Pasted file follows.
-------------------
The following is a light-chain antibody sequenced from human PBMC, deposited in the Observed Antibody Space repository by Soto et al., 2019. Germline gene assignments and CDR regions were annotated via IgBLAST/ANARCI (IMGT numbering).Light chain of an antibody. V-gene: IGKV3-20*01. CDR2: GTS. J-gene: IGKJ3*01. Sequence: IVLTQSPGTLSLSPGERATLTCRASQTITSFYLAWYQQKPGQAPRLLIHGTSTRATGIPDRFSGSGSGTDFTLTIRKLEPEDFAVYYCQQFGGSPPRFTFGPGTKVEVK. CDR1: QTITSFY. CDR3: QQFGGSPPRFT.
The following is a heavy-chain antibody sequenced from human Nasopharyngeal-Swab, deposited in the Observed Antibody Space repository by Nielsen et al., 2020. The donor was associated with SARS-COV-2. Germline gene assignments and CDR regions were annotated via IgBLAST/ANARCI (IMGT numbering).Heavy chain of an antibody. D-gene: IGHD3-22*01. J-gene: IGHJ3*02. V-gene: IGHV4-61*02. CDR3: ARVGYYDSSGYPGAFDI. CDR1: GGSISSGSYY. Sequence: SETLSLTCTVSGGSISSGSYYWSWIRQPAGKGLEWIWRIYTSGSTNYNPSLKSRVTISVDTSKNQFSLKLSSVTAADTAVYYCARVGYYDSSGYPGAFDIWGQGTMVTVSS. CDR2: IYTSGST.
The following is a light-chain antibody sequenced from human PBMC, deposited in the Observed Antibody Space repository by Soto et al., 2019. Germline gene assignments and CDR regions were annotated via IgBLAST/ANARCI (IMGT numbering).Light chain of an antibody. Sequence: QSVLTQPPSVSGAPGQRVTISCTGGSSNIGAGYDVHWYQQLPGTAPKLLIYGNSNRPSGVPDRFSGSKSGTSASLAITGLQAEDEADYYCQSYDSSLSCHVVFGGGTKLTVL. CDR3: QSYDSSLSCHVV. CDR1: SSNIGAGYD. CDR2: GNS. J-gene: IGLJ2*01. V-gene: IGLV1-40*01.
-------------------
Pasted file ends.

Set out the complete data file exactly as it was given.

The following is a light-chain antibody sequenced from human PBMC, deposited in the Observed Antibody Space repository by Soto et al., 2019. Germline gene assignments and CDR regions were annotated via IgBLAST/ANARCI (IMGT numbering).Light chain of an antibody. V-gene: IGKV3-20*01. CDR2: GTS. J-gene: IGKJ3*01. Sequence: IVLTQSPGTLSLSPGERATLTCRASQTITSFYLAWYQQKPGQAPRLLIHGTSTRATGIPDRFSGSGSGTDFTLTIRKLEPEDFAVYYCQQFGGSPPRFTFGPGTKVEVK. CDR1: QTITSFY. CDR3: QQFGGSPPRFT.
The following is a heavy-chain antibody sequenced from human Nasopharyngeal-Swab, deposited in the Observed Antibody Space repository by Nielsen et al., 2020. The donor was associated with SARS-COV-2. Germline gene assignments and CDR regions were annotated via IgBLAST/ANARCI (IMGT numbering).Heavy chain of an antibody. D-gene: IGHD3-22*01. J-gene: IGHJ3*02. V-gene: IGHV4-61*02. CDR3: ARVGYYDSSGYPGAFDI. CDR1: GGSISSGSYY. Sequence: SETLSLTCTVSGGSISSGSYYWSWIRQPAGKGLEWIWRIYTSGSTNYNPSLKSRVTISVDTSKNQFSLKLSSVTAADTAVYYCARVGYYDSSGYPGAFDIWGQGTMVTVSS. CDR2: IYTSGST.
The following is a light-chain antibody sequenced from human PBMC, deposited in the Observed Antibody Space repository by Soto et al., 2019. Germline gene assignments and CDR regions were annotated via IgBLAST/ANARCI (IMGT numbering).Light chain of an antibody. Sequence: QSVLTQPPSVSGAPGQRVTISCTGGSSNIGAGYDVHWYQQLPGTAPKLLIYGNSNRPSGVPDRFSGSKSGTSASLAITGLQAEDEADYYCQSYDSSLSCHVVFGGGTKLTVL. CDR3: QSYDSSLSCHVV. CDR1: SSNIGAGYD. CDR2: GNS. J-gene: IGLJ2*01. V-gene: IGLV1-40*01.